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12 july 2011
Chocolate seems like an inevitable fact of life. But as Sarah Moss and Alexander Badenoch show in Chocolate: A Global History, chocolate in its present yummy form has been around for a tiny fraction of culinary history. A chocolate bar is an exhaustively processed food, implausibly distant from its basis in nature as a tropical tree pod.
To compound contradictions, Moss & Badenoch note, "'bad' chocolate has been around longer" than good chocolate, despite the appearance that "bad" chocolate gives of being "a cheap imitation of good chocolate" (107). Chocolate, to the Mesoamericans who developed it, was a frothy drink, spiked with chili. In the hands of Europeans of the colonial age, it became a sweet milky drink, and eventually the cakes that Europeans shaved into their milk became edible with the addition of fat, milk powder, vanilla, and other confectionary ingredients. Artisanal chocolate of impeccable terroir from venerable South American cacao groves is a backformation, an attempt to see what chocolate bars would have been like if they hadn't been invented first by mass producers of cheap European candy.
A theme in many of the Reaktion books (both Animal and Edible) is the plasticity of natural things in the service of culture. Chocolate is by origin natural, and even as a processed foodstuff, it just sits on the shelf unless you make something of it (in the semantic sense). Chocolate, in Moss & Badenoch's analysis, has been for adults and kids, malnourished workers, suburban families, and decadent urban elites, sweet and bitter, wholesome and sinful, masculine and feminine by turns. It's the stuff of utopian fantasies and of postcolonial oppression.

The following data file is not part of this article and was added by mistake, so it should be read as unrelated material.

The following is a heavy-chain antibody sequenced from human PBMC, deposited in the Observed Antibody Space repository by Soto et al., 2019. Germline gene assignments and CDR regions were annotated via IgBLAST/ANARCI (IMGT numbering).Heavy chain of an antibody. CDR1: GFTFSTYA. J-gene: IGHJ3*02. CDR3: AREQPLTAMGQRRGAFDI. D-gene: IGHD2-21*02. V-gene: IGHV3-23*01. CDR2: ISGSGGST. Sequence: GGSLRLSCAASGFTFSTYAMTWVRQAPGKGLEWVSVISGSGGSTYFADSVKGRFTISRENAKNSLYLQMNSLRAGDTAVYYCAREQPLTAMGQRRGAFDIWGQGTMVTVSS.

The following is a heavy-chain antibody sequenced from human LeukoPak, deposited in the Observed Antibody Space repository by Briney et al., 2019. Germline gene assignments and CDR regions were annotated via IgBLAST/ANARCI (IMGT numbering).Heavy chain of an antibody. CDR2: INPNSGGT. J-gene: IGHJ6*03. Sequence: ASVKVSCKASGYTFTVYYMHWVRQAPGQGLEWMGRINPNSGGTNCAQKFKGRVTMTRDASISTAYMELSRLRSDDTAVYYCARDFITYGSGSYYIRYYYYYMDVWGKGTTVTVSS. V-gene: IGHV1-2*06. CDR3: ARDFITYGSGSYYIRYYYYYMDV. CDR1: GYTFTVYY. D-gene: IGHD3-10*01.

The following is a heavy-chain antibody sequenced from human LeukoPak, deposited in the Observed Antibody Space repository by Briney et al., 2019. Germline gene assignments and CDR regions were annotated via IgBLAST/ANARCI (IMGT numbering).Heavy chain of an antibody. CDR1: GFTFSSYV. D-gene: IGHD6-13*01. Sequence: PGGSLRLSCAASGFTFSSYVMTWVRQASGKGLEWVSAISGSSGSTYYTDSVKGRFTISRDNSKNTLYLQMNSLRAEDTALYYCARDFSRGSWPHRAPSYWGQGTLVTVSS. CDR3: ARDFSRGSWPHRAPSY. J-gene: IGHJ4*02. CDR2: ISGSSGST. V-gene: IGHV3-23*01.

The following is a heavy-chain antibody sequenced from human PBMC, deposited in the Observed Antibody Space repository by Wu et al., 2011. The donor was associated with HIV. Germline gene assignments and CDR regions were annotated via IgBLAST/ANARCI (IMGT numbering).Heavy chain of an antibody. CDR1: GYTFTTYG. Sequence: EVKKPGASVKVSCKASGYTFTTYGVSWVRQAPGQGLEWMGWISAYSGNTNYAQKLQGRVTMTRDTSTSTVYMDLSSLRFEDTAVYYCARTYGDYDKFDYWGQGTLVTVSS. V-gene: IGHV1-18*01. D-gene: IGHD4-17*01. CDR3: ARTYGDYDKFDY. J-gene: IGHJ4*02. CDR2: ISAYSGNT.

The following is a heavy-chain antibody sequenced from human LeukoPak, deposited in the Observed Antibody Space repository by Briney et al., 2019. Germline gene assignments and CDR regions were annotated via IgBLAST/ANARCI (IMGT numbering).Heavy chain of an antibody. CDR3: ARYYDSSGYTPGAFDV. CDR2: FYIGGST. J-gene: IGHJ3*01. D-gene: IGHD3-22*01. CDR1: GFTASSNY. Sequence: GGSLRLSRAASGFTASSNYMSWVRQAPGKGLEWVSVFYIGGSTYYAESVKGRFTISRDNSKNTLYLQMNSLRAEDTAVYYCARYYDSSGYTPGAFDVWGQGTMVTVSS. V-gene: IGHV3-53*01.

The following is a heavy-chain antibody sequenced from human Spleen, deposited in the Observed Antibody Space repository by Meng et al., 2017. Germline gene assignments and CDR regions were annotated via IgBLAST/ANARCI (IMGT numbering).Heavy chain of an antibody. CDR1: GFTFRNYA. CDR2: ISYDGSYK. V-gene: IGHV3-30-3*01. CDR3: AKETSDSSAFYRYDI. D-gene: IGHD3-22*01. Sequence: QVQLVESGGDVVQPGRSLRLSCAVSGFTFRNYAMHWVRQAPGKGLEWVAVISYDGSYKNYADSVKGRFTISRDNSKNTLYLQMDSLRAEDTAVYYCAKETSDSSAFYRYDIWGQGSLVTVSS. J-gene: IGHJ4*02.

The postcolonial oppression is real and current. One of the more intriguing stories in Chocolate is that of Dutch journalist Teun van de Keuken, who learned in the course of his reporting that slave labor still underpins West African cacao production.
Noting that according to Dutch law, any form of participation in the slave trade, including purchasing its products, is punishable, van de Keuken bought a candy bar and walked to the next police station to turn himself in. What followed was a lengthy effort to gather evidence and witnesses to have himself prosecuted. (101)The authors don't say whether van de Keuken ever did time for suborning slavery, but he certainly raised consciousnesses while trying – and in the process, he founded the world's first slave-free chocolate company, Tony's Chocolonely. Activism can be delicious.
Moss, Sarah, and Alexander Badenoch. Chocolate: A global history. London: Reaktion, 2009.